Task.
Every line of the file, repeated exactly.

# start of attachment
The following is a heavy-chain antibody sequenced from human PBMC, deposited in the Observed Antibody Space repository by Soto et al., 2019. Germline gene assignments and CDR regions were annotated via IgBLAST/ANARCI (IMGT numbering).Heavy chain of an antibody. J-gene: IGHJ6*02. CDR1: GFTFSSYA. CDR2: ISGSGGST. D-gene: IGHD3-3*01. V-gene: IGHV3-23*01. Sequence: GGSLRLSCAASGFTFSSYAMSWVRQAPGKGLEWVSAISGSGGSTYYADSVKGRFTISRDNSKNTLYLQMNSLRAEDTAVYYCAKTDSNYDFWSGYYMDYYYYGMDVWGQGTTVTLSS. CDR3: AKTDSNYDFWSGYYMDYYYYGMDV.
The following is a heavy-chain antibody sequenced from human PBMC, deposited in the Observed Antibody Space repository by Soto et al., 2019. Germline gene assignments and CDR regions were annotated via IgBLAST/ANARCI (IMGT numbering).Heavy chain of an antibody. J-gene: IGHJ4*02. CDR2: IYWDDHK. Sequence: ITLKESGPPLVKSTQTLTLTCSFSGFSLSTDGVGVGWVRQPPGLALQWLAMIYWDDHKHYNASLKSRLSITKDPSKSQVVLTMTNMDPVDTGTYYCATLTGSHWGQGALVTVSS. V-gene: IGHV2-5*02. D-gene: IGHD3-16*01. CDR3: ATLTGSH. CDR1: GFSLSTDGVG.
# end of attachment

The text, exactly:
The following is a heavy-chain antibody sequenced from human PBMC, deposited in the Observed Antibody Space repository by Soto et al., 2019. Germline gene assignments and CDR regions were annotated via IgBLAST/ANARCI (IMGT numbering).Heavy chain of an antibody. J-gene: IGHJ6*02. CDR1: GFTFSSYA. CDR2: ISGSGGST. D-gene: IGHD3-3*01. V-gene: IGHV3-23*01. Sequence: GGSLRLSCAASGFTFSSYAMSWVRQAPGKGLEWVSAISGSGGSTYYADSVKGRFTISRDNSKNTLYLQMNSLRAEDTAVYYCAKTDSNYDFWSGYYMDYYYYGMDVWGQGTTVTLSS. CDR3: AKTDSNYDFWSGYYMDYYYYGMDV.
The following is a heavy-chain antibody sequenced from human PBMC, deposited in the Observed Antibody Space repository by Soto et al., 2019. Germline gene assignments and CDR regions were annotated via IgBLAST/ANARCI (IMGT numbering).Heavy chain of an antibody. J-gene: IGHJ4*02. CDR2: IYWDDHK. Sequence: ITLKESGPPLVKSTQTLTLTCSFSGFSLSTDGVGVGWVRQPPGLALQWLAMIYWDDHKHYNASLKSRLSITKDPSKSQVVLTMTNMDPVDTGTYYCATLTGSHWGQGALVTVSS. V-gene: IGHV2-5*02. D-gene: IGHD3-16*01. CDR3: ATLTGSH. CDR1: GFSLSTDGVG.